Arduino Nano ESP32 - Limit Switch

This tutorial provides instructions on how to use the Limit Switch with Arduino Nano ESP32.

Arduino Nano ESP32 with Limit Switch

It is important to note that this tutorial is specifically about using a Limit Switch, please do not confuse with the following:

Hardware Preparation

1×Arduino Nano ESP32
1×USB Cable Type-C
1×Limit Switch (KW12-3)
1×Limit Switch (V-156-1C25)
1×Wires
1×Breadboard
1×Jumper Wires
1×(Optional) DC Power Jack
1×(Recommended) Screw Terminal Adapter for Arduino Nano

Or you can buy the following sensor kit:

1×DIYables Sensor Kit 30 types, 69 units
Disclosure: Some of the links provided in this section are Amazon affiliate links. We may receive a commission for any purchases made through these links at no additional cost to you. We appreciate your support.

Overview of Limit Switch

It is called Limit Switch because its main functionality is to detect the moving object reaching a limit.

A Limit Switch is so named because its primary purpose is to detect when a moving object has reached a limit.

Pinout

There exist various types of limit switches, with the KW12-3 and V-156-1C25 being the most favored among them. Each of these types features three pins:

  • C pin: This is the common pin, it is used in both normally open and normally closed modes.
  • NO pin: This is the normally open pin, it is used in the normally open mode.
  • NC pin: This is the normally closed pin, it is used in the normally closed mode.
Limit Switch Pinout
image source: diyables.io

How It Works

A typical Limit Switch application typically uses only two pins, the C pin and one of the remaining two pins. This results in four different ways to use a Limit Switch. The table below illustrates the wiring and reading state on an Arduino Nano ESP32 for each of these four methods.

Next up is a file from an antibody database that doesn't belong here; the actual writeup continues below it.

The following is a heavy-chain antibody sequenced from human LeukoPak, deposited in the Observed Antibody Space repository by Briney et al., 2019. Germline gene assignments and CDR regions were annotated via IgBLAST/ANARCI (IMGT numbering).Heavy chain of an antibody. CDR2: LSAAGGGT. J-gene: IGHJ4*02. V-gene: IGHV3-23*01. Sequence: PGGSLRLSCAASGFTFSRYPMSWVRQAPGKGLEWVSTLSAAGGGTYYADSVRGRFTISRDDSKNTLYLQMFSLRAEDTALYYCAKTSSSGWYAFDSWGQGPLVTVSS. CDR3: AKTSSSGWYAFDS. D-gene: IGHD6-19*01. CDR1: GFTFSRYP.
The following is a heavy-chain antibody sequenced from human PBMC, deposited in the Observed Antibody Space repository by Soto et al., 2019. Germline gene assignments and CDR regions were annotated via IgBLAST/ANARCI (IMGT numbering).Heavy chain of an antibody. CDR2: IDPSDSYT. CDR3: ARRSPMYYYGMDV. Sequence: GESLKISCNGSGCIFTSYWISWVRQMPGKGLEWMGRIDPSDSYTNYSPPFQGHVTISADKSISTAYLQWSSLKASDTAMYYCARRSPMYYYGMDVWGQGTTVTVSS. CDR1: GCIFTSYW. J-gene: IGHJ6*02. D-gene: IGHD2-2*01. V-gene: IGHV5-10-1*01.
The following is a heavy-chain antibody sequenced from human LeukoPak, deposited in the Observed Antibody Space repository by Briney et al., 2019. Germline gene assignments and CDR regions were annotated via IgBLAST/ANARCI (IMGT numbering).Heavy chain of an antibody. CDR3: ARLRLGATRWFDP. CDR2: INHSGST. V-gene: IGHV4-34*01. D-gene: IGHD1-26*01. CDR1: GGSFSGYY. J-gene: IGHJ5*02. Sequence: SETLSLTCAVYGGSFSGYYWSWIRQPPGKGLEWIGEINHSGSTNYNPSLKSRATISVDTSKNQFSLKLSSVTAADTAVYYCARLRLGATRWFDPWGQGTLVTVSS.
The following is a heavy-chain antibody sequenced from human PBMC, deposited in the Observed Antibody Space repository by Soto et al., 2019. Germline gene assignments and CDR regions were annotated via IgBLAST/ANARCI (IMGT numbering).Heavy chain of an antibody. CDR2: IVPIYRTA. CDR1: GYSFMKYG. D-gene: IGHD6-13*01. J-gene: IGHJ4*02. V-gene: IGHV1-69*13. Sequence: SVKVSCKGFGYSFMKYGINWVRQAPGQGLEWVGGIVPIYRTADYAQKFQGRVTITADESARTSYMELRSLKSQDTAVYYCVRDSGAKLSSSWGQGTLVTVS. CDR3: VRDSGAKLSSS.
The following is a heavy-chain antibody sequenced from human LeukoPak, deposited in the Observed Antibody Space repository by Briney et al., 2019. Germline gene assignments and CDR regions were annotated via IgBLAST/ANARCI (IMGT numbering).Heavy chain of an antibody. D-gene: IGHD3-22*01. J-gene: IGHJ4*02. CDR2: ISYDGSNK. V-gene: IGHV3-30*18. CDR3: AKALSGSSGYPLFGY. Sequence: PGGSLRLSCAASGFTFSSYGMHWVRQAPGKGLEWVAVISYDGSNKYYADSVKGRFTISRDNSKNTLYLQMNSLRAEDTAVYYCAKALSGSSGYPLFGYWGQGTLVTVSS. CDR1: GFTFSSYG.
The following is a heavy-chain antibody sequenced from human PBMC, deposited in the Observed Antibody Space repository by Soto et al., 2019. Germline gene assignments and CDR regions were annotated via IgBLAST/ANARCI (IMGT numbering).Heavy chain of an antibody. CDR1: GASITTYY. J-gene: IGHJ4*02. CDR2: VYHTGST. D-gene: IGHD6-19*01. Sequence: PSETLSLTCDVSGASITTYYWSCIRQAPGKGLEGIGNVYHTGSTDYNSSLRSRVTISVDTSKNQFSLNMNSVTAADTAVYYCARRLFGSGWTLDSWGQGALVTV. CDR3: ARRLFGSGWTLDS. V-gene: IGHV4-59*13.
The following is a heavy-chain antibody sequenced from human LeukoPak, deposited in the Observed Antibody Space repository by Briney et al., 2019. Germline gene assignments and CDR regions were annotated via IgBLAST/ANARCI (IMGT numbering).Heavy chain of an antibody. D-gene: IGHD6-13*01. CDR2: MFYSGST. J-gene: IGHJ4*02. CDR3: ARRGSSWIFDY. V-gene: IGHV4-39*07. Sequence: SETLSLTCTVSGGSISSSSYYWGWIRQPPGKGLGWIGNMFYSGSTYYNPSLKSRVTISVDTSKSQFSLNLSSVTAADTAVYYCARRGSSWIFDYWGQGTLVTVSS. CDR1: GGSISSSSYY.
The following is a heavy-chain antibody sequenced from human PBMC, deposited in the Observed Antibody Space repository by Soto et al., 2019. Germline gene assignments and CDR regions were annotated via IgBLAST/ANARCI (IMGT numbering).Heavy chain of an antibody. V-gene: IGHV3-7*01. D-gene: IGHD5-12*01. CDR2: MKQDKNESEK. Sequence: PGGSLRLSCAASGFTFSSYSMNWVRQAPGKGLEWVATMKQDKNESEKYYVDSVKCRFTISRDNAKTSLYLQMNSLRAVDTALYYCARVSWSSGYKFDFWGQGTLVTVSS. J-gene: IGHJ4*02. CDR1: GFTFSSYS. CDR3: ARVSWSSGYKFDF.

C pin NO pin NC pin Arduino Nano ESP32 Input Pin's State
1 GND Arduino Nano ESP32 Input Pin (with pull-up) not connected HIGH when untouched, LOW when touched
2 GND not connected Arduino Nano ESP32 Input Pin (with pull-up) LOW when untouched, HIGH when touched
3 VCC Arduino Nano ESP32 Input Pin (with pull-down) not connected LOW when untouched, HIGH when touched
4 VCC not connected Arduino Nano ESP32 Input Pin (with pull-down) HIGH when untouched, LOW when touched

By swapping the GND pin and Arduino Nano ESP32 Input Pin for each of the four ways, there are a total of eight different ways to connect an Arduino Nano ESP32 to a Limit Switch.

Out of the eight ways, the tutorial will focus on one method, specifically the first method will be used as an example.

Wiring Diagram

The wiring diagram between Arduino Nano ESP32 and Limit Switch

This image is created using Fritzing. Click to enlarge image

To make the wiring connection stable and firm, we recommend using to solder wires and limit switch's pin together, and then use to make it safe.

For a stable and secure connection, it is recommended to use a soldering iron to solder the wires and Limit Switch pins together, and then use heat shrink tubes for added safety.